Earlier Study Also Showed Similar Findings
An earlier study conducted in the beginning of 2023 at Dr. Ziauddin Hospital in Clifton, Karachi, Pakistan also showed that SARS-CoV-2 Infections can lead to new onset of irritable bowel syndrome (IBS).
The study involved a prospective evaluation of 303 COVID-19 hospitalized patients with no prior history of IBS. Following discharge, patients were followed up, and their symptoms were assessed according to the Rome-IV criteria for IBS.
Out of the 303 patients, 178 (58.7%) were male, with an age range of 17 to 95 years (mean ± SD: 55.9 ± 15.8). The severity of COVID-19 varied, with 64% having mild, 24.4% moderate, and 11.6% severe infection. Notably, 5.3% of patients experienced concomitant gastrointestinal (GI) symptoms during their COVID-19 infection. Post-COVID-19 IBS was identified in 10.6% of patients, with diarrhea-predominant, constipation-predominant, and mixed-type IBS observed.
Several risk factors were associated with post-COVID-19 IBS. Female patients showed a higher predisposition (P < 0.001), along with those experiencing concomitant GI symptoms during COVID-19 (P < 0.001), requiring oxygen therapy (P = 0.015), having deranged liver function tests (P = 0.002), and elevated procalcitonin (P = 0.013) and C-reactive protein levels (P = 0.035). Interestingly, a negative correlation was found with remdesivir treatment (P = 0.047).
After regression analysis, female sex (P < 0.001), oxygen requirement during hospitalization (P = 0.016), GI symptoms during COVID-19 (P < 0.001), and high procalcitonin levels (P = 0.017) emerged as independent factors associated with post-COVID-19 IBS.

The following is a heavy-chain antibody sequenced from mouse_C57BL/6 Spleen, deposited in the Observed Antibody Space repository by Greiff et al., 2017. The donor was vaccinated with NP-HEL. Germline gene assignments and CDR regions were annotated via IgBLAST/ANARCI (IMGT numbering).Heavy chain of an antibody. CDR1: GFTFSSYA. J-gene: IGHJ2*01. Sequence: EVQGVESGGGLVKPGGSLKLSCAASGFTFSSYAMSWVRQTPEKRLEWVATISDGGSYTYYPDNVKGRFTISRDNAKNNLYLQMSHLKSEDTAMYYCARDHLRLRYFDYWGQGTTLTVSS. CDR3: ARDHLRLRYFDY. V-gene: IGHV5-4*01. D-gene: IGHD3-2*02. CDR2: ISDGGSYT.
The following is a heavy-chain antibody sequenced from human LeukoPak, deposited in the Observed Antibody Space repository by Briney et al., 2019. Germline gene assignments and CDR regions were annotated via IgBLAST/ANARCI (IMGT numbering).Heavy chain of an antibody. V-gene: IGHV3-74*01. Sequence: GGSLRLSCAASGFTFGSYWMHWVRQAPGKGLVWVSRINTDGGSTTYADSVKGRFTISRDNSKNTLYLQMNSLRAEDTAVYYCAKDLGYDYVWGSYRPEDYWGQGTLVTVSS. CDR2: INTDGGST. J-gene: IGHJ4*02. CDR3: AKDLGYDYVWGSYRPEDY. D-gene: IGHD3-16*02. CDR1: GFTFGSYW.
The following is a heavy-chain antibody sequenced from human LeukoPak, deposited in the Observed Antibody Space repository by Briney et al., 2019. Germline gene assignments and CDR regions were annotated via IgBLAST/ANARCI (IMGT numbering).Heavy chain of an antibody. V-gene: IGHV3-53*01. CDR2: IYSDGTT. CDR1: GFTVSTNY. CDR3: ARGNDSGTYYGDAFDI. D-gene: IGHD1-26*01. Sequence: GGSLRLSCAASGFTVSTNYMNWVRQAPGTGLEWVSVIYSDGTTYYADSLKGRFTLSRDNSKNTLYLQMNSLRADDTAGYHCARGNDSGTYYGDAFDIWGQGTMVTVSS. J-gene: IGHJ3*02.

While SARS-CoV-2 is primarily recognized as a respiratory pathogen, growing evidence indicates its impact on the gastrointestinal tract. The study emphasizes the prevalence of post-COVID-19 IBS, a known entity post-infectious enteritis, and explores potential correlations with the virus's specific features.
The study's strength lies in its real-life prospective design, adequate sample size, use of updated diagnostic criteria, and correlation with laboratory parameters and treatment modalities. However, limitations, including the absence of a control group and psychological assessments, underscore the need for further research.
That study findings were also published in the peer reviewed journal: European Journal of Gastroenterology & Hepatology.
Numerous Other Studies Also Show That SARS-CoV-2 infections can lead to IBS.
A number of past published studies also validates that SARS-CoV-2 infections can lead to the development of IBS in the Post COVID phases.
In conclusion, all these studies underscore the potential development of post-COVID-19 IBS, emphasizing the importance of post-discharge follow-up in identifying persistent GI symptoms. All these studies contribute valuable insights into the multifaceted consequences of COVID-19 and highlights the necessity for ongoing studies to validate these findings and explore potential interventions.
For the latest COVID-19 News, keep on logging to Thailand Medical News.